I guess Michael Bennet won his primary in Colorado yesterday, but his winning total of votes came in under both GOP contenders. The Connecticut Governor’s primary featured just 20% Democratic turnout. While I’ve seen a lot of talk about the positive results for Democrats in last night’s primaries, it seems to me the story is about the lack of participation on the Democratic side. Similarly, a new poll out of Ohio featured this set of quotes:
(Reuters) – Ohio Republican Rob Portman holds a narrow lead over Democrat Lee Fisher in a Senate race marked by voter worries about a stumbling economy and high unemployment, according to a Reuters/Ipsos poll released on Tuesday […]
The poll confirmed national surveys showing Republicans have a big advantage in enthusiasm about the election, with 75 percent of registered Republicans in Ohio certain they will vote and only 52 percent of Democrats certain about voting.
That could dramatically boost Republican turnout for November’s congressional elections, which typically have a lower turnout without a presidential election to build interest.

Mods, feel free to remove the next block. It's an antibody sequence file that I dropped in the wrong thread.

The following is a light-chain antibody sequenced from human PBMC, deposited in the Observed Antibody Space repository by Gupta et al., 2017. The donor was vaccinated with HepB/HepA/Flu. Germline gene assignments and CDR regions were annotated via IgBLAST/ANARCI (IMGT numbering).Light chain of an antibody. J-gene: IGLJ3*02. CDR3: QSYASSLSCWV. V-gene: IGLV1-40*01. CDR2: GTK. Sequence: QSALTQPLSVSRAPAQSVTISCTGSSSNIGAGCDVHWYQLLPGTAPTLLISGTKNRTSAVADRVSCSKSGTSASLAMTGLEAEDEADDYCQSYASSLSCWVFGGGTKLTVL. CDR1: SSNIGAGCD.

“There is no momentum and no energy at all in the Democratic base,” Clark said.
In certain states, tea party Republicans have nominated supposedly “unelectable” candidates, but an election without enthusiasm or energy in the Democratic base will naturally make anyone with an R next to his or her name electable. That’s especially true because the traditional midterm electorate features an under-representation of the voters who put Obama into office in 2008:
Will all of those young, enthusiastic Obama voters turn out in 2010? If history is any guide, probably not. Older voters are historically more likely to cast ballots in midterm elections than are voters under the age of 30. And this year, they are already more enthusiastic than younger voters about the coming campaign.
Those older voters are most likely to say the country is on the wrong track and to disapprove of the way both Congress and President Obama are doing their jobs, according to a New York Times/CBS News poll conducted this summer.
This shows, as much as anything, that voter mobilization actually works, especially in capturing those drop-off voters. The organizing strategy of many Democratic-leaning groups is to find those voters and get them to the polls in November. But you need to provide some motivation for that to work, and the current state of the economy saps that almost completely.